Start Date

2016 12:00 AM

Description

Reliable and robust defect detection is a challenging yet essential problem in ultrasonic non- destructive evaluation (NDE). The flaw echoes are usually contaminated by high-level, time- invariant, and correlated grain noise originating from the material microstructure. This phenomenon becomes even worse when inspecting coarse grain materials like stainless steels, alloys, carbon-reinforced composites and concrete, which however, forms some of the most important and commonly used industrial materials. A wide variety of techniques have been investigated to enhance flaw detection by exploring either the spatial diversity, e.g. transducer array beamforming, or the time-frequency characteristics of the broadband ultrasonic signals, e.g. matched filtering. The matched filter is known to be optimal in terms of the SNR improvement if the signal waveform and noise statistics are exactly known a priori; this is unfortunately not the case in ultrasonic NDE. Earlier studies use simulated flaw signals [1] or the superposition of real transmitted signals [2] to design the filter, but they are inevitably subject to significant errors, especially in NDE of coarse grain materials, or not straightforward to implement in practice. In this paper, we propose a robust method to optimal matched filter design. The transmit waveform is modelled as a broadband signal centered at the transducer frequency; the flaw echo is modelled as the superposition of multiple transmit waveforms with different parameters like time delay, amplitude gain, and phase shift; and an optimization paradigm is utilized to search the optimal parameters in the above model with an objective to maximize the SNR improvements over a set of training signals captured from real samples. Different from the traditional matched filters used in radar, our filter is designed to match the flaw echoes rather than the transmitted signals. As a result, the optimal matched filter depends on the material characteristics and is supposed not identical for different type of materials. The design is validated with experiments on austenitic stainless steel and nickel-steel alloy samples, which demonstrates more than 20dB improvement on the SNR of A-scan waveforms, as well as in the images created by the total focusing method (TFM) with filtered data. The additional computational cost in implementation of the matched filter is low, which makes it suitable for real-time applications.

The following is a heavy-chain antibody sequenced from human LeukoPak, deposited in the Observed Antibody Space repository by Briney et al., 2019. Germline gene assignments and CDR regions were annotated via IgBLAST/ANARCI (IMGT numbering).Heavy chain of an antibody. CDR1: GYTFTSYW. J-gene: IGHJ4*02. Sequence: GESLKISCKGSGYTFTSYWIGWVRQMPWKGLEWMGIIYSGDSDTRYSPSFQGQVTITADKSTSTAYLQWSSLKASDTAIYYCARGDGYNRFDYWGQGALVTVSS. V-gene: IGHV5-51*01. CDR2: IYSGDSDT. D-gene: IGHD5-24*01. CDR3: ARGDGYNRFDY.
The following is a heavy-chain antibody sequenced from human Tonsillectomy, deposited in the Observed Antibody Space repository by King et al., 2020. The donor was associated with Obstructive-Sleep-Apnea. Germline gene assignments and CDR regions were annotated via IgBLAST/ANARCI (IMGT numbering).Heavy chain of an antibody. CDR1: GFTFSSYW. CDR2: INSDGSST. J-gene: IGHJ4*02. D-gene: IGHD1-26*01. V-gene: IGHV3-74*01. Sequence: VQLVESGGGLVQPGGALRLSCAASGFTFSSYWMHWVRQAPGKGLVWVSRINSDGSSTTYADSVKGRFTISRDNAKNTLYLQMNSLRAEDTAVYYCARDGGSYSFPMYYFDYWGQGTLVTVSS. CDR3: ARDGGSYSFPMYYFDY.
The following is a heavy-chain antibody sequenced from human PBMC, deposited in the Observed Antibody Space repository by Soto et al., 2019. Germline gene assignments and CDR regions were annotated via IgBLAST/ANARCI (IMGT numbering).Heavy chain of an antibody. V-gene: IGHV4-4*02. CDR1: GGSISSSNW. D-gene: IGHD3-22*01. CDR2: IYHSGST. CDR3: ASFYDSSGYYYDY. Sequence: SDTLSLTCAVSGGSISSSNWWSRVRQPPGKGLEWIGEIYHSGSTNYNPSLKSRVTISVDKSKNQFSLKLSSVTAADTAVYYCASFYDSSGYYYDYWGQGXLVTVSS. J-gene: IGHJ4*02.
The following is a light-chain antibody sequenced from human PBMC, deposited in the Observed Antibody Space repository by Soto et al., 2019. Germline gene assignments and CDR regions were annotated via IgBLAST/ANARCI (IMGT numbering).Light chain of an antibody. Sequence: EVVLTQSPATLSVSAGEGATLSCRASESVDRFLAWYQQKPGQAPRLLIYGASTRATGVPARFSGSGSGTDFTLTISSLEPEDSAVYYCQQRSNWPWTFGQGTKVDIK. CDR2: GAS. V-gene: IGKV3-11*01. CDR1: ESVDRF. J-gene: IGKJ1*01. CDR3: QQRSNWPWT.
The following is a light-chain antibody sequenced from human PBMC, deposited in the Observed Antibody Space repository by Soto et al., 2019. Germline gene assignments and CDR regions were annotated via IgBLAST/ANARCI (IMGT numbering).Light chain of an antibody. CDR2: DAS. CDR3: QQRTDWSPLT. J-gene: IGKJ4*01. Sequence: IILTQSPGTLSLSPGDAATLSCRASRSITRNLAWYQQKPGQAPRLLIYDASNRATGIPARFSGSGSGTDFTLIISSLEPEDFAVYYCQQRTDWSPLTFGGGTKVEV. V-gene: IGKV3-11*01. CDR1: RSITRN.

Language

en

File Format

application/pdf

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Jan 1st, 12:00 AM

A Robust Approach to Optimal Matched Filter Design in Ultrasonic Non-Destructive Evaluation (NDE)

Reliable and robust defect detection is a challenging yet essential problem in ultrasonic non- destructive evaluation (NDE). The flaw echoes are usually contaminated by high-level, time- invariant, and correlated grain noise originating from the material microstructure. This phenomenon becomes even worse when inspecting coarse grain materials like stainless steels, alloys, carbon-reinforced composites and concrete, which however, forms some of the most important and commonly used industrial materials. A wide variety of techniques have been investigated to enhance flaw detection by exploring either the spatial diversity, e.g. transducer array beamforming, or the time-frequency characteristics of the broadband ultrasonic signals, e.g. matched filtering. The matched filter is known to be optimal in terms of the SNR improvement if the signal waveform and noise statistics are exactly known a priori; this is unfortunately not the case in ultrasonic NDE. Earlier studies use simulated flaw signals [1] or the superposition of real transmitted signals [2] to design the filter, but they are inevitably subject to significant errors, especially in NDE of coarse grain materials, or not straightforward to implement in practice. In this paper, we propose a robust method to optimal matched filter design. The transmit waveform is modelled as a broadband signal centered at the transducer frequency; the flaw echo is modelled as the superposition of multiple transmit waveforms with different parameters like time delay, amplitude gain, and phase shift; and an optimization paradigm is utilized to search the optimal parameters in the above model with an objective to maximize the SNR improvements over a set of training signals captured from real samples. Different from the traditional matched filters used in radar, our filter is designed to match the flaw echoes rather than the transmitted signals. As a result, the optimal matched filter depends on the material characteristics and is supposed not identical for different type of materials. The design is validated with experiments on austenitic stainless steel and nickel-steel alloy samples, which demonstrates more than 20dB improvement on the SNR of A-scan waveforms, as well as in the images created by the total focusing method (TFM) with filtered data. The additional computational cost in implementation of the matched filter is low, which makes it suitable for real-time applications.